I asked this question of a patent attorney, but never got a great response - I heard that great NPR show about patents (referenced by Joel on a podcast) and had this question:

For this patent:


According to David Martin (Chairman at M-Cam):


There are "5,303" other patents doing "The. Exact. Same. Thing."

He talks about it starting @ 13:22 in this story: http://www.thisamericanlife.org/radio-archives/episode/496/when-patents-attack-part-two

As phase 0 of reform, all I'm asking is that when those 5,303 other patents are being issued, they do a look up in their own system to evaluate if there's overlap. Not too much to ask!

My question is, why wouldn't the owner of the FIRST patent issued immediately claim that all these other patents had prior art (his patent) - wouldn't that massively collapse the problem?

1 Answer 1


Yes, the owner of the first issued patent would try to get the other 5,303 patents into a reexamination process at the USPTO if the owner thought his/her IP was valuable enough. This alone makes the assertion of such "overlap" questionable.

Sticking to facts - on the audio clip the expert said there were (by some undisclosed search method) 5,303 things going through the system at the same time that had an overlap.Breaking that down - that is not saying that all 5,303 applications made it out as issued patents or taking into consideration that those that were eventually granted may have been required to make claim amendments before being deemed worthy.

Then there is the word "overlap". What patents cover is laid out in their claims. The territory covered by a claim is notoriously difficult to determine by a human reader. My opinion is that whatever overlap meant it could not have meant "claims that cover the same territory." That would be way to hard for a computer to determine.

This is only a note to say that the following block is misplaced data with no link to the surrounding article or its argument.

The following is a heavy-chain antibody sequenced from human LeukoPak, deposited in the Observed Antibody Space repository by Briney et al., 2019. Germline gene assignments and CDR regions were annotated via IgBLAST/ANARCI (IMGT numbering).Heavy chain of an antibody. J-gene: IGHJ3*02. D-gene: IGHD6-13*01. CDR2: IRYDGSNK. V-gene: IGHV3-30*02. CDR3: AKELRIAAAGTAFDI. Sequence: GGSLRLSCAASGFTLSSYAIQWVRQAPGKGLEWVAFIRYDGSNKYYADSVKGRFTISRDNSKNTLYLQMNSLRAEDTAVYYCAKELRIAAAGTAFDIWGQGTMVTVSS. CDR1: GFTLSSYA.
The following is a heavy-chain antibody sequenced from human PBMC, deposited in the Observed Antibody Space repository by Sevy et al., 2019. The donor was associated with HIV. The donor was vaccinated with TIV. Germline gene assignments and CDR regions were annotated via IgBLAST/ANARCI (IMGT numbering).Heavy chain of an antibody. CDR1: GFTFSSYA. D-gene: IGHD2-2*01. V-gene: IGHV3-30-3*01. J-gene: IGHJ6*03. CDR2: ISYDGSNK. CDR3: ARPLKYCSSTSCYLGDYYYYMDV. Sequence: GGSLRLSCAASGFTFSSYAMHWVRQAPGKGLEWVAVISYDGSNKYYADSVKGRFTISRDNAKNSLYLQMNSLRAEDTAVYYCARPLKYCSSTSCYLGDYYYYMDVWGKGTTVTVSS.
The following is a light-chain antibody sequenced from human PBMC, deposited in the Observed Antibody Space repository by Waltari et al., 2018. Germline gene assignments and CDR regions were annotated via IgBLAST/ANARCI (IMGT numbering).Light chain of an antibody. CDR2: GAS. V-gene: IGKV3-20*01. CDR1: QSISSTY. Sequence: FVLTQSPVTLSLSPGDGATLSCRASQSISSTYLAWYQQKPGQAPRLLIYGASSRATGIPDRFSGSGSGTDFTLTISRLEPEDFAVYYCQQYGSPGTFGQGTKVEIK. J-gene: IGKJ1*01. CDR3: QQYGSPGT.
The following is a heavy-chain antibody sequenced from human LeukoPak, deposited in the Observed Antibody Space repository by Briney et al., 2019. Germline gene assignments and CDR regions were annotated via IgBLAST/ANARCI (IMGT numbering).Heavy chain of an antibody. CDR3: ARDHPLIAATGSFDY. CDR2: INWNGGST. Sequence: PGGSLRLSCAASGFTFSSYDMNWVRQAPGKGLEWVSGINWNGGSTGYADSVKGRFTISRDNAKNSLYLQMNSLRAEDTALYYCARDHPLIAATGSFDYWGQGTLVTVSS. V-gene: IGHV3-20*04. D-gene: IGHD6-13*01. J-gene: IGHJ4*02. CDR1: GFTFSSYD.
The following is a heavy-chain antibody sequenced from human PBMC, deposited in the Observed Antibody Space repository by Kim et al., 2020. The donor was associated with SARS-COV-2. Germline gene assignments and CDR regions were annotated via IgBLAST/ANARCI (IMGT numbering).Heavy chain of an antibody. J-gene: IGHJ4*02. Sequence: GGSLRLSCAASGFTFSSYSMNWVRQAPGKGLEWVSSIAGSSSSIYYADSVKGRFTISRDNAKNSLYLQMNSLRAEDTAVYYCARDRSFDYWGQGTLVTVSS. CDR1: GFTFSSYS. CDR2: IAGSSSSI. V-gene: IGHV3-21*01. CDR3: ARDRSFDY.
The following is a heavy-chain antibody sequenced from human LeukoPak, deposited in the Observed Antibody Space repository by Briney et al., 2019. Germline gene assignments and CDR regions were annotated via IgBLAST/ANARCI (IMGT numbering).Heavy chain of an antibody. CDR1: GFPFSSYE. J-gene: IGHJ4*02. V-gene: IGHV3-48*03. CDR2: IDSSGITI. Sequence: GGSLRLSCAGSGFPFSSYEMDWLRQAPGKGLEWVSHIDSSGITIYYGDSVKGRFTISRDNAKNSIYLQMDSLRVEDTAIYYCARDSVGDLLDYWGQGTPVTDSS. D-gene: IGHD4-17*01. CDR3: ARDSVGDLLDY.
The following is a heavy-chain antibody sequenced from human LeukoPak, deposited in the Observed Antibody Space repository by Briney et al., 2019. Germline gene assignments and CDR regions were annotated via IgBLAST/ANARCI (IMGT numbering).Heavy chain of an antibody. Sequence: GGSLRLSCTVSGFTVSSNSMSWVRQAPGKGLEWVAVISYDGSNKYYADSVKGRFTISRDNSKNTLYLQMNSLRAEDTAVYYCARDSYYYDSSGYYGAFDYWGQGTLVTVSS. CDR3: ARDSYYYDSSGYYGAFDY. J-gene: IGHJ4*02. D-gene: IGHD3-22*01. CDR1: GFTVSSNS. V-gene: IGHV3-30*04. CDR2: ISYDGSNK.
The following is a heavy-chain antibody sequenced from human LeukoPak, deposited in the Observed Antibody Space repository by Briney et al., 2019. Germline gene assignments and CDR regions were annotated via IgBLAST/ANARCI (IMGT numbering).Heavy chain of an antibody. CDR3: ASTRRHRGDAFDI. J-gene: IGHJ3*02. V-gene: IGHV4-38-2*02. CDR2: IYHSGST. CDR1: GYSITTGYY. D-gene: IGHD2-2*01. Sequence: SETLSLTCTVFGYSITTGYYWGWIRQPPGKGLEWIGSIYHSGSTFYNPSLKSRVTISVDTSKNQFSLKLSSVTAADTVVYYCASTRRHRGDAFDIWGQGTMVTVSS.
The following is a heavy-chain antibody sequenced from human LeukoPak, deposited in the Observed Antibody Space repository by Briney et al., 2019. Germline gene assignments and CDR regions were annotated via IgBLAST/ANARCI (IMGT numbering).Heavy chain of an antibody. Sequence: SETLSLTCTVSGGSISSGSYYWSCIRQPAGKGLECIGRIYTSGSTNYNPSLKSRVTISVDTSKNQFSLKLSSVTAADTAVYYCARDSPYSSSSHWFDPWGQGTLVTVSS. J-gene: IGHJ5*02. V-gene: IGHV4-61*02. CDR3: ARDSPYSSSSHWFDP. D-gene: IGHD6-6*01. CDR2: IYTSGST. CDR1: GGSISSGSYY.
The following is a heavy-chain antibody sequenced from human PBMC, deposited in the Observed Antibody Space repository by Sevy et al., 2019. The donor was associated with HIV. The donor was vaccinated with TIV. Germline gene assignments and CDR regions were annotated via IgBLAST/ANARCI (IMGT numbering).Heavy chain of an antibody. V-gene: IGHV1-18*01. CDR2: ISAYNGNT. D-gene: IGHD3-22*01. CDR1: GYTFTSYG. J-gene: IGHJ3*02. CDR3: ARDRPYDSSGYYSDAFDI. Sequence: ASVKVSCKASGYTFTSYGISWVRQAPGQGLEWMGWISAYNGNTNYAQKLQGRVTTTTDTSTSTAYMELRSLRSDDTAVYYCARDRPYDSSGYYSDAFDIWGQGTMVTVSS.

This is claim 1 of the patent in question:

An online computer system providing commercial backup services to remote customer computers over the Internet by performing the following steps:

(a) providing at least one remote storage area for use in storing customer backup information;

(b) establishing a first online Internet session with a customer's computer;

(c) allowing the customer to sign up for backup services over the first online Internet session, including the step of establishing a customer identifier and associated password for the customer;

(d) establishing a second online Internet session with the customer's computer;

(e) requesting the customer to input the customer identifier and associated password established by step (c);

(f) validating the customer identifier and password requested by step (e);

(g) conditioned at least in part on validating step (f), allowing the customer to access the remote storage area over the second Internet session substantially as if the remote storage area was a backup storage device physically and/or locally attached to the customer's computer, including the steps of:

(1) encrypting backup data provided by the customer's computer,

(2) transmitting the encrypted backup data to the online backup service provider over the second online Internet session, and

(3) storing the backup data in the remote storage area provided by the online backup service provider.

It is a very long claim with many required steps. For someone to infringe this claim they need to do everything the claim says. It is not broad. When the voices on This American Life say it seems to cover so many things they are noticing that many things are described. That is not "covering". Only the claims state what the inventors see as new and non-obvious.


Following up on this topic I went to the site of the firm that was used to do the analysis that produced the 5,303 number. In their detailed report they do analyze the claim of the patent in question to the two other patents they boiled the 5,303 list down to. enter image description here

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